The chief procurement officer (CPO) could be characterized as a high-risk role with short tenure potential where success is based more on cultural alignment than on the technical attributes of knowing procurement strategies. What contributes to this risk? How can the risk be avoided? One of the core issues can be lack of cultural and business alignment between the CPO organization and the company’s business units (BUs). Many times this is evidenced by CPOs that have moved from the direct to the indirect side of the business. Is moving a CPO from direct to the indirect side too risky?
The CPO role and procurement organization have long been a core function for manufacturing companies with focus on direct materials. In these organizations, the CPO has direct alignment with the manufacturing BUs – and thus has a focused and similar set of relationships and expectations to maintain. The procurement role here is typically to source quality parts, commodities and services at the best price while ensuring delivery timeframes. Process methodologies, such as Six Sigma, are commonly employed. Many processes and controls are in place, both automated and manual, thus minimizing non-controlled spend. There is not a significant amount of additional influencing internally the CPO needs to do.
More recently, the broader impacts of procurement have become understood – indirect spend is large and can be influenced. Many companies are now laying out high expectations and performance metrics for it. This is a large step from the prior role of transactional procurement which was to process requests, POs and payments. The expectations and results from procurement prior were neither highly impactful nor visible in this type of role. The newer CPO roles are more senior positions and are tied to financial metrics such as spend managed, transaction costs of source-to-pay (S2P), and the IT costs for running the procurement organization. There are also expectations on cost reduction and savings.
One of the challenges for the CPO to achieve these goals is to effectively manage multiple stakeholder alignments and relationships with diverse personalities and objectives. This is essential for the CPO, because success depends on the cooperation of multiple business units. In many cases these BUs have operated under their own procurement direction and any potential changes are perceived to be an impact on their authority.CPO efforts to develop the best procurement approaches including IT, process changes and procedures will fail without effective change management. The CPO has to demonstrate alignment and build partnerships to be successful. Unfortunately this doesn’t happen often enough.
With the increased focus on indirect spend and the demand for experienced leadership, many CPOs have been moved to this role from the direct side of the organization. In most cases these are seasoned individuals who have demonstrated success in the direct environment and may have also supported some indirect materials (many times as a secondary focus). Many of these CPOs attempt to employ the same process rigor, methodologies, controls and communication styles that were used in supporting the direct side. Most who try this approach find it does not work well, as the internal business unit cultures are different from the direct environment and require a customer or partner type of relationship development.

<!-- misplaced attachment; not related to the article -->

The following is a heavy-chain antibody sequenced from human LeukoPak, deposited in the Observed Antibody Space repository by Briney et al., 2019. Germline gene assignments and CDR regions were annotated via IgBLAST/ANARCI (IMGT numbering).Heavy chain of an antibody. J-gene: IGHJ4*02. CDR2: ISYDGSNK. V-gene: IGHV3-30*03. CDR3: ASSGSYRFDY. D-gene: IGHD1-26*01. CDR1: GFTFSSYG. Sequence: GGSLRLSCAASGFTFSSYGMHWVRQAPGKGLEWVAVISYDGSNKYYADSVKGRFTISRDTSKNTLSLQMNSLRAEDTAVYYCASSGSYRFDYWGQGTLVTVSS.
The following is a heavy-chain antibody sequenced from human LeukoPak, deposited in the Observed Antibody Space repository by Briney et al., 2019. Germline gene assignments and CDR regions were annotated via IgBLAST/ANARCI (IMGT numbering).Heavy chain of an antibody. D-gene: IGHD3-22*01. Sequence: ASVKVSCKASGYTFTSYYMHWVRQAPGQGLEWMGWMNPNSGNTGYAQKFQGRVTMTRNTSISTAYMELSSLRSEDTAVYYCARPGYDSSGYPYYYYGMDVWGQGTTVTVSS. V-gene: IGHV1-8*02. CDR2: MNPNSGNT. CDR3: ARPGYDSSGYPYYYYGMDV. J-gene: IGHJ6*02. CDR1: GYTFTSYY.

Are the risks are too high in moving a CPO from the direct side to the indirect side? Where does one look to find CPO leadership talent from if excluding the direct side (is there enough out there?) As the expectations are increasing on indirect CPO world – is the legacy indirect talent ready to engage more as a partner?
A successful transition requires understanding key differences in managing direct and indirect procurement. Understanding and appreciating the roles of various stakeholders is essential.
There are an array of personalities in the indirect side including the IT/CIO organization, marketing operations, HR operations, sales, facilities, service centers and general administration. Too often a CPO may not understand the breadth of personalities involved or the localized authority that some of these organizations can employ, thus making any change or new spend influence difficult.
Indirect procurement management can fall into two categories – goods and services primarily “owned” by a BU (such as IT or marketing) or those used by many but owned by none (such as office supplies and temp labor). Each of these, and their sub-categories, needs a unique relationship and business approach. This is different than on the direct side of procurement. The CPO needs to prioritize where to focus and find allies, where procurement influence is accepted, and where quick wins can be demonstrated easily. The CPO that pushes too hard to “mandate” or force a process will find that they are continually on the outside and being viewed as a disruption by the business unit instead of as an effective partner.
There are success stories of CPOs who have made the move from the direct side to the indirect or service industries. However there are more examples demonstrating the cultural failures of treating the indirect side with a similar approach. Many organizations realize this cultural clash quickly and thus change leadership in the CPO role. This change or restart frequently makes the next CPO face a more difficult start as they need to overcome their predecessor’s legacy. Many of these problems can be avoided by recognizing and appreciating the differences between direct and indirect procurement from the outset.